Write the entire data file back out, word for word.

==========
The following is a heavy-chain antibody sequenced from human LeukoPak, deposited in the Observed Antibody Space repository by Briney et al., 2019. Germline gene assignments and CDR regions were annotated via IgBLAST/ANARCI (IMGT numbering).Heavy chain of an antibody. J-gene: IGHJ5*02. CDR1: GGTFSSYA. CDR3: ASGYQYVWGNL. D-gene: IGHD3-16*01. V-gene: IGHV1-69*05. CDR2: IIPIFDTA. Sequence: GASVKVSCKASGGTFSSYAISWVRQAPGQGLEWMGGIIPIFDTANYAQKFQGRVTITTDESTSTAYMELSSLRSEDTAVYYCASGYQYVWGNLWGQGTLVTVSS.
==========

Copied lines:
The following is a heavy-chain antibody sequenced from human LeukoPak, deposited in the Observed Antibody Space repository by Briney et al., 2019. Germline gene assignments and CDR regions were annotated via IgBLAST/ANARCI (IMGT numbering).Heavy chain of an antibody. J-gene: IGHJ5*02. CDR1: GGTFSSYA. CDR3: ASGYQYVWGNL. D-gene: IGHD3-16*01. V-gene: IGHV1-69*05. CDR2: IIPIFDTA. Sequence: GASVKVSCKASGGTFSSYAISWVRQAPGQGLEWMGGIIPIFDTANYAQKFQGRVTITTDESTSTAYMELSSLRSEDTAVYYCASGYQYVWGNLWGQGTLVTVSS.